In addition to the brilliant one-liners offered in his La Nacion interview, following are some notes on the pope’s more serious comments.
– Pope Francis mentioned that nasty old “proselytism” no less than five times.
OK, OK, we get it, Holy Father; that venerable practice otherwise known as the mission that Jesus Christ gave to the Church is still on hold. So noted.
– The Holy Father said with respect to opposition to his agenda:
“Resistance is now evident. And that is a good sign for me, getting the resistance out into the open, no stealthy mumbling when there is disagreement … it´s very healthy.”
This only reinforces the prediction that I made just prior to the Synod’s closing:
Pope Francis will close the Extraordinary Synod by extending words of deep gratitude to the bishops for their hard work and openness to frank dialogue. He may perhaps even make a little joke and flash a “humble” grin, but make no mistake; this is no laughing matter, neither for the pope nor for those men who stood up in opposition to his agenda of “mercy.”
Watch for the Bergoglian Retribution to unfold over the next year as his foes (read: defenders of the Catholic faith no matter how lukewarm) are duly compensated for their offense.
How he does this may not be public nor immediately obvious, and while his retributive injustice may not include every last name on his hit list, rest assured he will make examples of enough of them that the others will get the message.
– Concerning the Curia’s reform, the pope said, “You see, in pre-conclave meetings, as cardinals we have demanded lots of things which we should certainly not forsake.”
This isn’t the first time Pope Francis has indicated that he is in some sense beholden to an agenda that was set by the cardinal electors prior to the conclave. If the translation is to be trusted, the Holy Father stops short of suggesting that an agreement was made (as some suspect), but that said, “demand” is a rather strong word in its own right; one that leaves the door open for more speculation.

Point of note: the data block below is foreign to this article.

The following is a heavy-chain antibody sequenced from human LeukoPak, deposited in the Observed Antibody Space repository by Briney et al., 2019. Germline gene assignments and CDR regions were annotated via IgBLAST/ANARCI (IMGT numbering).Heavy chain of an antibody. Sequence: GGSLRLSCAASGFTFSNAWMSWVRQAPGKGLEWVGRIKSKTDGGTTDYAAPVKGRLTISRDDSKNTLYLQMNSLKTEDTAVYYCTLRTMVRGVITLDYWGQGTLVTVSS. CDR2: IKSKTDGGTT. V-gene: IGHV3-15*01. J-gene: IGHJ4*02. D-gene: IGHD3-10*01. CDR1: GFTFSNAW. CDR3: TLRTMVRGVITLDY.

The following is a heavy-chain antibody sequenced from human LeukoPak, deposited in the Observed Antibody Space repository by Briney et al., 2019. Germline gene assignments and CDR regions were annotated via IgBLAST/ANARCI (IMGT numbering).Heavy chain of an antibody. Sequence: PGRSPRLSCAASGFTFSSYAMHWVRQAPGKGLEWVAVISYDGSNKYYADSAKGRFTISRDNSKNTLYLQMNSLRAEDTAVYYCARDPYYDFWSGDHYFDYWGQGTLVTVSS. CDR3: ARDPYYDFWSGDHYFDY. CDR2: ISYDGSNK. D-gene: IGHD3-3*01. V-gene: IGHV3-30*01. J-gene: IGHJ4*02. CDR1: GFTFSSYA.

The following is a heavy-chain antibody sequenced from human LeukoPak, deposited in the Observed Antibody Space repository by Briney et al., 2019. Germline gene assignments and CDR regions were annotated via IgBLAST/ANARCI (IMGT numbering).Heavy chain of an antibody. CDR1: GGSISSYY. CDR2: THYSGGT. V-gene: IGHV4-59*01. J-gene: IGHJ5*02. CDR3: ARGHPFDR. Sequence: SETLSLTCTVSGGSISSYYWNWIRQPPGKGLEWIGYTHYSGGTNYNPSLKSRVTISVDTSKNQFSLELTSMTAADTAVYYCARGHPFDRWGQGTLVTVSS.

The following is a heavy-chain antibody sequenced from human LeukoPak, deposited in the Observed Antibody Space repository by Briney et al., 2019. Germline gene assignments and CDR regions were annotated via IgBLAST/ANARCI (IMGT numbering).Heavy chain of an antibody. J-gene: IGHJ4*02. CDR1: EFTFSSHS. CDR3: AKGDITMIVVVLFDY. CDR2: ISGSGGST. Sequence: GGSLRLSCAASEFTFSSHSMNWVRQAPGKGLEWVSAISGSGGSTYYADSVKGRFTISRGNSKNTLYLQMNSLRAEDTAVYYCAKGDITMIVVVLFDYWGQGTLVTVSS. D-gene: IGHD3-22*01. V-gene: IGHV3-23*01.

– The Synodal process, according to the pope, is “a protected space where the Holy Spirit may endeavour.”
It was unsettling enough when Pope Francis suggested that the breath of the Holy Spirit inspired the text of the Second Vatican Council, but the Synod?
Well, that’s the “God of surprises” for you, I suppose!
Pope Paul VI set the stage for this nonsense when he established the Synod for the purpose of allowing the bishops, together with the pope, “to facilitate agreement, at least on essential matters of doctrine and on the course of action to be taken in the life of the Church.” (Apostolic Letter, Apostolica Sollicitudo)
Sounds harmless enough until you consider the plain fact that there really are no “essential matters of doctrine” over which legitimate disagreements exist, and when there is such disagreement expressed, we have a name for it; heresy.
– This brings me to the “case of divorcees who have remarried,” as the pope called them.
According to Pope Francis, “We posed the question, what do we do with them? What door can we allow them to open?
I have a couple of questions of my own: Who says we have to do anything with them that isn’t already being done?
In other words, from where is this sense of urgency coming?